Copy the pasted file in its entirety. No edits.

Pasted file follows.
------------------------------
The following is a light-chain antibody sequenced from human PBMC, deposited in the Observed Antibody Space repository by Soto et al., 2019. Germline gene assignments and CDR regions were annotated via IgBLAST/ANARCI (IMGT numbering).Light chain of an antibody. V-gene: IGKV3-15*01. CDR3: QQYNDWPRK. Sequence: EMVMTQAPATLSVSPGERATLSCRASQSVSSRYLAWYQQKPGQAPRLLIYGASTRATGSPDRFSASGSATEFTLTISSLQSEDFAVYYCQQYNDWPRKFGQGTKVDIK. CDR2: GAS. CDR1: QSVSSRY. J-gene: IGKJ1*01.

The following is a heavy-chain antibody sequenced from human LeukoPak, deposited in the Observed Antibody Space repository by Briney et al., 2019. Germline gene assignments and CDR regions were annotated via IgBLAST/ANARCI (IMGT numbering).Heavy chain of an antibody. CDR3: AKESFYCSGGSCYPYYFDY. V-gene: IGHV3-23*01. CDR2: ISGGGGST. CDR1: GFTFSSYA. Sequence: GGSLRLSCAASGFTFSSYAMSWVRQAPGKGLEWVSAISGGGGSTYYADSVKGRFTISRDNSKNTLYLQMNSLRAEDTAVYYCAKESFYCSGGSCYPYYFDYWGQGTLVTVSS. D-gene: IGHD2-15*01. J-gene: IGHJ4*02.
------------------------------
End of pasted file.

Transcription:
The following is a light-chain antibody sequenced from human PBMC, deposited in the Observed Antibody Space repository by Soto et al., 2019. Germline gene assignments and CDR regions were annotated via IgBLAST/ANARCI (IMGT numbering).Light chain of an antibody. V-gene: IGKV3-15*01. CDR3: QQYNDWPRK. Sequence: EMVMTQAPATLSVSPGERATLSCRASQSVSSRYLAWYQQKPGQAPRLLIYGASTRATGSPDRFSASGSATEFTLTISSLQSEDFAVYYCQQYNDWPRKFGQGTKVDIK. CDR2: GAS. CDR1: QSVSSRY. J-gene: IGKJ1*01.

The following is a heavy-chain antibody sequenced from human LeukoPak, deposited in the Observed Antibody Space repository by Briney et al., 2019. Germline gene assignments and CDR regions were annotated via IgBLAST/ANARCI (IMGT numbering).Heavy chain of an antibody. CDR3: AKESFYCSGGSCYPYYFDY. V-gene: IGHV3-23*01. CDR2: ISGGGGST. CDR1: GFTFSSYA. Sequence: GGSLRLSCAASGFTFSSYAMSWVRQAPGKGLEWVSAISGGGGSTYYADSVKGRFTISRDNSKNTLYLQMNSLRAEDTAVYYCAKESFYCSGGSCYPYYFDYWGQGTLVTVSS. D-gene: IGHD2-15*01. J-gene: IGHJ4*02.